Submitted to: Journal of Clinical Microbiology
Publication Type: Peer Reviewed Journal
Publication Acceptance Date: 10/6/2003
Publication Date: 1/1/2004
Citation: Wise, M., Suarez, D.L., Seal, B.S., Janice, P.C., Senne, D.A., King, D.J., Kapczynski, D.R., Spackman, E. Development Of A Real-Time Reverse-Transcription, Polymerase Chain Reaction For Detection Of Newcastle Disease Virus RNA In Clinical Samples. Journal of Clinical Microbiology. Vol. 42, No.1, p329-338. 2004
Interpretive Summary: In October 2002, the state of California reported an outbreak of exotic Newcastle disease, a highly contagious avian disease that can cause severe economic harm to the poultry industry. Present methods for the detection of the causative agent, Newcastle disease virus (NDV), are based on isolation of the virus in embryonated chicken eggs. Although virus isolation is a sensitive and reliable method, it can be expensive and more importantly, time consuming. It normally takes several days for a routine diagnosis. As such, a more rapid detection test would be extremely useful for controlling outbreaks of this potentially devastating disease. We have developed assays for the detection of Newcastle disease virus RNA using a real-time reverse-transcription polymerase chain reaction (RRT-PCR) procedure. One RRT-PCR assay has broad specificity and could detect every member of a diverse collection of worldwide isolates. A second assay was developed to target potentially virulent NDV strains, and a third test can detect the vaccine strains that are currently being used in the United States. The efficacy of the procedures was demonstrated on experimentally infected chickens. These tests should be useful for the rapid screening of at-risk poultry flocks.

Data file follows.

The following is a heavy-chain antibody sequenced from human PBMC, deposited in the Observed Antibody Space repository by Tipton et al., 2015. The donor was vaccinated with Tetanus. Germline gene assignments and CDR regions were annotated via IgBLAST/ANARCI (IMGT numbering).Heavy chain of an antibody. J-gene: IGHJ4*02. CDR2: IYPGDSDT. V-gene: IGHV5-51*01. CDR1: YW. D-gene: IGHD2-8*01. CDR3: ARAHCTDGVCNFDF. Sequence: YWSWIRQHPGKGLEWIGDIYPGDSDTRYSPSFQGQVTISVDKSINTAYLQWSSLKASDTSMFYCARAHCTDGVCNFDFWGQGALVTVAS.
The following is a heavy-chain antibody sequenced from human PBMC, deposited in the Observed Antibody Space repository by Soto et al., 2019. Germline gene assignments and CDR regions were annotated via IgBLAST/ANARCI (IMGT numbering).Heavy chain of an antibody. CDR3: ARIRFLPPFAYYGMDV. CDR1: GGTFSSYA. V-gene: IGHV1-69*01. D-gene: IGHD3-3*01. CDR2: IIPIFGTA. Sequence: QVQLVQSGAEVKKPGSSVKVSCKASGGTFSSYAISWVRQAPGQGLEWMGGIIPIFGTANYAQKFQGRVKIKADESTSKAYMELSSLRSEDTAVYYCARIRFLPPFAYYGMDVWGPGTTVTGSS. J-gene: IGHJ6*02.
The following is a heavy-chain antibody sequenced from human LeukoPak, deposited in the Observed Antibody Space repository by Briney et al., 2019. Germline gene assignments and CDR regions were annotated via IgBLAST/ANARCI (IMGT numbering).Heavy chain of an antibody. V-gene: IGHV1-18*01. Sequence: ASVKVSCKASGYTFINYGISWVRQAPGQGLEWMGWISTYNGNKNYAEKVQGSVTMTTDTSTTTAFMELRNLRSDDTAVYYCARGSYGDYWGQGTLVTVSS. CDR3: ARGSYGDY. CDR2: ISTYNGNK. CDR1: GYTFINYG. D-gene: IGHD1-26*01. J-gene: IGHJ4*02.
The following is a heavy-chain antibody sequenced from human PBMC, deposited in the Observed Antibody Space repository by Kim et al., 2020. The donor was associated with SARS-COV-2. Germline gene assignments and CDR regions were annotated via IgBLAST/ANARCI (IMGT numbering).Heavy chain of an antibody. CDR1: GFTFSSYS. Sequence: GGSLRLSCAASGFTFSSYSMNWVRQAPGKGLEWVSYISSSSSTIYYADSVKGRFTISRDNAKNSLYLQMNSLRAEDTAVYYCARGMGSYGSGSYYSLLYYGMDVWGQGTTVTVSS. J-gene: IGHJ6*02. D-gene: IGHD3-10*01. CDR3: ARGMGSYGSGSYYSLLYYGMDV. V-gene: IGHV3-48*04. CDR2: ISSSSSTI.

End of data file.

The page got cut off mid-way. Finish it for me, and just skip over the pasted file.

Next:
Technical Abstract: A real-time reverse-transcription polymerase chain reaction (RRT-PCR) was developed to detect avian paramyxovirus-1 (APMV-1) RNA, also referred to as Newcastle disease virus (NDV), in clinical samples from birds. The assay utilizes a single-tube protocol with fluorogenic hydrolysis probes. Oligonucleotide primers and probes were designed to detect sequences from a conserved region of the matrix protein (M) gene that recognized a diverse set (n=44) of APMV-1 isolates. A second primer-probe set was targeted to sequences in the fusion protein (F) gene that code for the cleavage site and detect potentially virulent NDV isolates. A third set, also directed against the M gene, was specific for the North American (N.A.) pre-1960 genotype that includes the common vaccine strains used in commercial poultry in the United States. The APMV-1 M gene, N.A. pre-1960 M gene, and F gene probe sets were capable of detecting approximately 103, 102, and 104 genome copies utilizing in vitro transcribed RNA, respectively. Both M gene assays could detect approx 101 50% egg infective doses (EID50) and the F gene assay could detect approximately 103 EID50. The RRT-PCR test was utilized to examine clinical samples from chickens experimentally infected with the NDV strain responsible for a recent epizootic in the southwestern United States. Overall, a positive correlation was obtained between the RRT-PCR results and virus isolation for NDV from clinical samples.